|Working remotely on a terrace - beats the open office, eh?|
Not only the older generation have difficulties in understanding someone working at home. It's like you either work or you're at home. Like they couldn't be the same. I've found this thinking surprisingly common in IT business too. Surely, we sell 'remote worker solutions', but when it comes into working remotely yourself, for some reason lots of people have always some kind of fundamental doubt about it. You get the same kind of question from IT professionals that my mom asked me, 'are you working or at home?'. When you tell someone face to face that you're going home to work remotely or you'll be at home working tomorrow, there's this look in their eye, maybe a grin even. Like you've just told a widely known name for 'you're actually not working but instead doing something else'. Like sunbathing, gardening or just watching TV. Do remote work and you'll do less those things I'd say :) People who drop their gloves at four a clock (or three if they came late) will actually get to do a lot more other stuff than work than the ones carrying their work to their home (or keeping it there). Earlier I had my working corner in our bedroom. As the desk lamp was illuminating the room too much at night, irritating my wife, I bought an illuminated keyboard. I mean... 'how low can you go...?' :)
Even though I've been a remote worker as long as it has been possible, I still think remote work is invented by the employers (if not the devil himself) and not by the employees :) I find myself doing longer days as there's no breaks like driving to work or driving to home. So you'll end up sitting there until the night comes, unless you have a hobby or some event that would drag you out from your seat. And nowadays we have not only the remote working option from home, but with the smart phones and even more with the pads and 3G/4G connected laptops, we can work from anywhere. And we really work from anywhere. From our vacation, from the highway going 80miles per hour, from the movie theatres. So what happens with the technology evolving faster than our thinking, is that we're working more and more 24/7. In the end that's not going to serve anyone. Employees will be more tired, doing less with more time because of that, and the quality of their work will reduce. As in so many other areas, 'less is more' is true here also.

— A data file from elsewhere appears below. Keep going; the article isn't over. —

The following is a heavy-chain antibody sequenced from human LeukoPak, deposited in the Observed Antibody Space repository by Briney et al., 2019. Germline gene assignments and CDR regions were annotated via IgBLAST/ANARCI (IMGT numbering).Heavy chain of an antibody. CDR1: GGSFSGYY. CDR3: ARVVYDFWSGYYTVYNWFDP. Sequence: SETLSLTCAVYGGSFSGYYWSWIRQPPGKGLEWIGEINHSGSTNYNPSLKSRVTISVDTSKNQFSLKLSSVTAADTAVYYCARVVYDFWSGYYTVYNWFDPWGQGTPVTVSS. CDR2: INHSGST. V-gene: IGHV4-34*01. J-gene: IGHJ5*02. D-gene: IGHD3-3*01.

Sometimes power outages are welcome, they remind that you could really do something else for a while. Having DSL connection isn't always a blessing. When you're passionate about IT, about technology overall, you seem to want to be connected everywhere. Sometimes it just goes over board. The pace is not days, it's not hours, not even minutes, but it's more seconds that we expect to get answers, to be picking up the phone, answering email and chat. I see that in my work where earlier you asked for pricing and expected it to be in couple of days (if the provider of the quote was fast), now we need (or think we do) it in minutes, couple of hours max. We can't go much faster than it is already unless we leave people out of the process altogether. Seeing so many times when we have a hurry for waiting in the end, I'm more often asking myself 'what's the rush?'. Why I need to do pricing in couple of hours if the order still would come maybe in weeks or even Months later. We're just got used to the idea that when someone asks for something we need to get the answer right away. The way of internet generation has learned to behave. If the web page is not opening in 5 seconds, you're already typing another page address. Not everything is priority 1 and I think that we should each of us remind ourselves. Only very rare cases actually is priority 1. And what happens is the old story about the boy who cried the wolf', if you shout too often something that isn't actually true, no-one will take it seriously when you really have a hurry. They just get tired you pushing to get everything this minute when you're not really needing it that fast in the end.
So balancing the working time and your off-duty time and drawing a more solid line between the two is important. We're not paid to be there 24/7 365d per year. It's good to be flexible and do things when needed, but if it starts to be situation every Month, every week or every day, then something is fundamentally wrong and needs to be fixed some other way than burning the candle from both ends all the time. I heard that in Germany it's even common that if you'd have a company phone, you'd leave that into the office when you leave the office. I know that in many other countries, like in Finland in my case, you use the same phone after work as well for you private life. So you'll have the same phone and number all the time. Reachable for both work and personal matters. Leaving the work phone to the office could be a tempting option :)
Will the pace slow down? It really needs to do that. Technology is not going to be a solution for that. Once again we need to realize the fact that we're not evolving as fast as technology. And we're not extension to the technology either. Like with fire, it can be a good servant but a lousy master. The same goes with technology. We just tend to forget that.